Thursday, July 02, 2015

Wonder Woman's new direction: Clothes

In addition to launching all of those new titles as part of their "DC You" publishing initiative, DC also attempted to make the June issues all of their pre-existing titles good jumping-on points, by starting new story arcs and launching new directions for the titles. In the case of the bigger characters, those new directions were rather radical.

Superman's secret identity was revealed to the world, he was greatly de-powered, he got a haircut and started wearing a more casual costume of jeans and a Superman t-shirt again. Batman is presumed dead, and so former police commissioner James Gordon is taking over the role of Batman, wearing a huge suit of robotic armor. Even Aquaman and Green Lantern Hal Jordan received pretty dramatic new costume changes and shifts to their status quo (with both being labeled fugitives).

And as for Wonder Woman? Well, she basically just changed clothes.

June's issue of Wonder Woman, which is still being written by Meredith Finch and still being penciled by David Finch, includes a scene where Wonder Woman visits her half-brother Smith/Hephaestus to pick up her new outfit. It's mean to be a reflction of everything she is now, she says, "god, queen, warrior for justice."

I suppose some in-story rationale was needed, but it's not really apparent from looking at the costume how it reflects any of that, and does so better than her "old" costume (which is only about four years old at this point). Well, the bigger, pointier wristbands and shoulder armor perhaps suggests "warrior" in a way her old costume didn't. And maybe replacing all of the silver bits with gold is meant to denote a promotion from princess to queen, and from demi-god to god...? She already wore a tiara at all times, which already suggested royalty.

In the back of the $3.99, 20-page Wonder Woman #41, there's a two-page feature labeled "Warrior Wear" which features a half-dozen preliminary sketches–including one which looks an awful lot like a Donna Troy/Wonder Girl costume, and another that looks like the final version with a cape attached–and a sheet of the final costume from three different views.

There's a block quote from Finch, and six short paragraphs about the design process.
"Meredith has been in my ear for a while about the costume, and how it's not in keeping with what any of the men wear, or really, what a woman in the real world would wear to fight crime," he says.

Meredith Finch is quoted saying basically what Wonder Woman does in the script: I really wanted her new costume to reflect all of her roles: old–as in, member of the Justice League; and new–as in, God of War and Queen of Themyscira."

By "what any of the men wear," I assume Finch was referring to what the other Justice Leaguers wear, and that, of course, means showing less skin. In that regard, pants are usually what gets added whenever someone tries to improve upon Wonder Woman's costume (in fact, New 52 Wonder Woman was going to wear pants instead of shorts, until fandom collectively freaked out). Covering her bare arms as well is a more unusual move (Jim Lee's infamous pre-Flashpoint redesign included a jacket though). Interestingly, "the men" are showing a bit more skin now than they did when they last had makeovers: Superman's wearing short-sleeves, and Aquaman's wearing no sleeves.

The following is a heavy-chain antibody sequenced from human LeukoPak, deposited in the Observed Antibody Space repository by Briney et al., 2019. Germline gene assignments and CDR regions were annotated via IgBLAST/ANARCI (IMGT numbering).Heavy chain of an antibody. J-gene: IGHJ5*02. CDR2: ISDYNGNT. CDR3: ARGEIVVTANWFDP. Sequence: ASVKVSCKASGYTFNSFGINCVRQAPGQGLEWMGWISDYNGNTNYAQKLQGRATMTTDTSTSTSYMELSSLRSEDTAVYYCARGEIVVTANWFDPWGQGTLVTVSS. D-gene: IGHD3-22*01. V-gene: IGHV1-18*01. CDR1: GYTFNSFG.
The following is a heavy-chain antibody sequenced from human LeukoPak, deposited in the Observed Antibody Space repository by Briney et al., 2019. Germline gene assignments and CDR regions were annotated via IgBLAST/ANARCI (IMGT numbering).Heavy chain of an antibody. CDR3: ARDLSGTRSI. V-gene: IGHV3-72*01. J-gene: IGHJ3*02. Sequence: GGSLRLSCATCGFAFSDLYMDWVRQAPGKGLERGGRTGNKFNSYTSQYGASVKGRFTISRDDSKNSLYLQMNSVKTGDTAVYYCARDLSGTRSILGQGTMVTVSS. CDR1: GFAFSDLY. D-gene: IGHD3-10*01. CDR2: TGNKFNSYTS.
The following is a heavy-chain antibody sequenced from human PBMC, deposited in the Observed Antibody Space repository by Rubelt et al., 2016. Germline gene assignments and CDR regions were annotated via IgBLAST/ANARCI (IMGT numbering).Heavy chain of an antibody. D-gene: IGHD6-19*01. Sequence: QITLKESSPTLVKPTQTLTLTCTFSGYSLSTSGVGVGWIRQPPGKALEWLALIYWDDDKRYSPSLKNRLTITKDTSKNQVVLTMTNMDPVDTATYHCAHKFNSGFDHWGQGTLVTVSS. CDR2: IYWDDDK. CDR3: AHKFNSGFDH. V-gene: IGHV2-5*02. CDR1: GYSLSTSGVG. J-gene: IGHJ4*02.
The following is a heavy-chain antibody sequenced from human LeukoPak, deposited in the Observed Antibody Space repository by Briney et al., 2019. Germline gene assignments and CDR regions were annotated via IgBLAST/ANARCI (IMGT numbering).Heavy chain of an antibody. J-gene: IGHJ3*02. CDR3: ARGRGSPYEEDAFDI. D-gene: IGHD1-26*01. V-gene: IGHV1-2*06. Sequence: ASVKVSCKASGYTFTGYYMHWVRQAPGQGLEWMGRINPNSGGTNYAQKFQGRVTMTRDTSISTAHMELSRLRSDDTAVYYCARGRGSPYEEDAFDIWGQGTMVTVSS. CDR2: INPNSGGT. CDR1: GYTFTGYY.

I always find it a little silly when someone tries to articulate practicality and what a superhero costume should look like in "the real world," especially for a fantastic character like Wonder Woman. Like, what would "a woman in the real world" wear to fight crime? A police uniform. And...that's about the only option, really.

What would a super-powered demi-goddess from an ancient, immortal race of warrior women wear to fight crime in the real world...? Who cares? The real world is not one in which a super-powered demi-goddes from an ancient, immortal race of warrior women exist at all, full-stop.

I don't care for the costume at all. It's a worse one than the original New 52 redesign (which was just her New 52 costume, but with black pants instead of shorts) and Jim Lee's redesign from J. Michael Stracynski's ill-fated run on Wonder Woman. It's basically just her current costume worn over a black unitard, with a pointy loincloth and shoulder-pads and thigh-high boots. As for how her knife-bracelets work, she doesn't use them at all in this issue, but I've never really understood outfitting Wonder Woman with edged weapons. A "warrior for peace" doesn't really need anything to stab with, you know?